It is Mid Penns policy to obtain updated third party valuations on all impaired loans collateralized by real estate within 30 days of the credit being classified as sub-standard non-accrual. Prior to receipt of the updated real estate valuation Mid Penn will use any existing real estate valuation to determine any potential allowance issues; however no allowance recommendation will be made until which time Mid Penn is in receipt of the updated valuation. The credit department employs an electronic tracking system to monitor the receipt of and need for updated appraisals. To date, there have been no significant time lapses noted with the above processes.
In some instances Mid Penn is not holding real estate as collateral and is relying on business assets (personal property) for repayment. In these circumstances a collateral inspection is performed by Mid Penn personnel to determine an estimated value. The value is based on net book value, as provided by the financial statements, and discounted accordingly based on determinations made by management. Occasionally, Mid Penn will employ an outside service to provide a fair estimate of value based on auction sales or private sales. Management reviews the estimates of these third parties and discounts them accordingly based on managements judgment, if deemed necessary.
For impaired loans with no valuation allowance required, Mid Penns practice of obtaining independent third party market valuations on the
subject property within 30 days of being placed on non-accrual status sometimes indicates that the loan to value ratio is sufficient to obviate the need for a specific allocation in spite of significant deterioration in real estate values in Mid Penns primary market area. These circumstances are determined on a case by case analysis of the impaired loans.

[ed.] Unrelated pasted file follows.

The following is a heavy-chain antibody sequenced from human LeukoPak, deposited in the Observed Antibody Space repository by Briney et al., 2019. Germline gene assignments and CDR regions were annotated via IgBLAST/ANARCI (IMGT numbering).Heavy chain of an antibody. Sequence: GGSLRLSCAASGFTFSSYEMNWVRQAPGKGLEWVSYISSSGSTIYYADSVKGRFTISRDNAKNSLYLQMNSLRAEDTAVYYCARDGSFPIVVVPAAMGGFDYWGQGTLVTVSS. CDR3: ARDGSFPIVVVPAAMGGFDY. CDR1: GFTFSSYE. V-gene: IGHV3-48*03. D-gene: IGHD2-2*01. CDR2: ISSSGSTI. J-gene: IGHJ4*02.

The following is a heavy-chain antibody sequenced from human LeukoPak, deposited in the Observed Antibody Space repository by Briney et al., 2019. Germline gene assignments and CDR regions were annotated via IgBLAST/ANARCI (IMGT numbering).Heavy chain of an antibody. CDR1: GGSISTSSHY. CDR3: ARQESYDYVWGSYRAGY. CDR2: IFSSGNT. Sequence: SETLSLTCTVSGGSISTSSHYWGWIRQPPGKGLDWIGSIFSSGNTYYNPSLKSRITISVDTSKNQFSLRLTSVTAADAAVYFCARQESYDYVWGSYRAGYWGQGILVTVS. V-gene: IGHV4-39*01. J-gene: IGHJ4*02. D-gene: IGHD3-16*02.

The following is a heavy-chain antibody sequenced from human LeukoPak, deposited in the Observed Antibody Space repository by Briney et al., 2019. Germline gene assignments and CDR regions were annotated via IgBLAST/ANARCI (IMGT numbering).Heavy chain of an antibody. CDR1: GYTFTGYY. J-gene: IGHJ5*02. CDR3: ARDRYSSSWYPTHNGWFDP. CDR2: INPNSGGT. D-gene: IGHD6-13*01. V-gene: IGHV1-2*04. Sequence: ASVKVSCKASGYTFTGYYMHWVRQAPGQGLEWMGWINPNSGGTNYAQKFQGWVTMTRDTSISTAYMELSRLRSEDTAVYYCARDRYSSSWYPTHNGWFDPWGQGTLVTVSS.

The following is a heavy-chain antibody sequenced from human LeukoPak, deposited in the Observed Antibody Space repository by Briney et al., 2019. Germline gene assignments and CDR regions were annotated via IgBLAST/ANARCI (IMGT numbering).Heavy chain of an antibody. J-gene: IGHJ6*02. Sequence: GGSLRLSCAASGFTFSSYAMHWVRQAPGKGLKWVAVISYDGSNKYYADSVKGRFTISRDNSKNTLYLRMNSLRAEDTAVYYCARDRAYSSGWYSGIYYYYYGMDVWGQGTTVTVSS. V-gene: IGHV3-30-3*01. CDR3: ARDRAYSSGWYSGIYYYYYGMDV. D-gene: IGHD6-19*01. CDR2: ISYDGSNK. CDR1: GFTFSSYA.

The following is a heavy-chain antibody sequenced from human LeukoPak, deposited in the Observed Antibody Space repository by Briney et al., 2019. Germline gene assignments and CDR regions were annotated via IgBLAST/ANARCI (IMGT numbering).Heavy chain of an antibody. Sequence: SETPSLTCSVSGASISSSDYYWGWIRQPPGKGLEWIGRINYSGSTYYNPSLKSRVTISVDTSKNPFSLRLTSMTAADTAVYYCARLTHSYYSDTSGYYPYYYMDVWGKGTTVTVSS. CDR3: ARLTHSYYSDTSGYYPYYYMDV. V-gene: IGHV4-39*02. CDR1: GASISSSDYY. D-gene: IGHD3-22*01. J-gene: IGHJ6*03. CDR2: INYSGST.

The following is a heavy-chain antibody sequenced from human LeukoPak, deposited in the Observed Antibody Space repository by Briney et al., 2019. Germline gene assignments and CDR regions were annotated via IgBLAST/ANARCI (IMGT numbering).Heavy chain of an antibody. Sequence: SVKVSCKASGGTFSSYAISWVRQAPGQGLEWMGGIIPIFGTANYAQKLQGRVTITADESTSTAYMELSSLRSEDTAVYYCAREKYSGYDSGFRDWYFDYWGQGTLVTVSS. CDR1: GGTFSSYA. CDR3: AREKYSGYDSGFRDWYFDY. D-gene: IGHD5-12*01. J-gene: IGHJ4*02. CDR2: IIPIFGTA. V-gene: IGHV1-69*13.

Mid Penn actively monitors the values of collateral on impaired loans. This monitoring may require the modification of collateral values over time or changing circumstances by some factor, either positive or negative, from the original values. All collateral values will be assessed by management at least every 18 months for possible revaluation by an independent third party.
Mid Penn does not currently, or plan in the future to, use automated valuation methodologies as a method of valuing real estate collateral.
An unallocated component is maintained to cover uncertainties that could affect managements estimate of probable losses. The unallocated component of the allowance reflects the margin of imprecision inherent in the underlying assumptions used in the methodologies for estimating specific and general losses in the portfolio.
Large groups of smaller balance homogeneous loans are collectively evaluated for impairment. Accordingly, Mid Penn does not separately identify individual residential mortgage loans, home equity loans and other consumer loans for impairment disclosures, unless such loans are the subject of a troubled debt restructuring agreement.
Loans whose terms are modified are classified as troubled debt restructurings if the borrowers have been granted concessions and it is deemed that those borrowers are experiencing financial difficulty. Concessions granted under a troubled debt restructuring generally involve a temporary reduction in interest rate or an extension of a loans stated maturity date. Non-accrual troubled debt restructurings are restored to accrual status if principal and interest payments, under the modified terms, are current for six consecutive months after modification. Loans classified as troubled debt restructurings are designated as impaired.